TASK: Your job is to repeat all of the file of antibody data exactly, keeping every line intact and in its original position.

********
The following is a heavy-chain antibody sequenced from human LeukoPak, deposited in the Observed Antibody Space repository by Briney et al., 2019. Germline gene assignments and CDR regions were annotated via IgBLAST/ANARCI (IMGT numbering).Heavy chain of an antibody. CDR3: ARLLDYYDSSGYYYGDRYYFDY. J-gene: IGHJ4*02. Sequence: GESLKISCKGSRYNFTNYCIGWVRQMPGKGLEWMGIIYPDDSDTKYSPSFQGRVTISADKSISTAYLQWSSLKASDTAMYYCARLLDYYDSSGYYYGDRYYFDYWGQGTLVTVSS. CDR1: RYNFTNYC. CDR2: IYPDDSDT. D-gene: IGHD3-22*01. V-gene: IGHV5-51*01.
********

The following is a heavy-chain antibody sequenced from human LeukoPak, deposited in the Observed Antibody Space repository by Briney et al., 2019. Germline gene assignments and CDR regions were annotated via IgBLAST/ANARCI (IMGT numbering).Heavy chain of an antibody. CDR3: ARLLDYYDSSGYYYGDRYYFDY. J-gene: IGHJ4*02. Sequence: GESLKISCKGSRYNFTNYCIGWVRQMPGKGLEWMGIIYPDDSDTKYSPSFQGRVTISADKSISTAYLQWSSLKASDTAMYYCARLLDYYDSSGYYYGDRYYFDYWGQGTLVTVSS. CDR1: RYNFTNYC. CDR2: IYPDDSDT. D-gene: IGHD3-22*01. V-gene: IGHV5-51*01.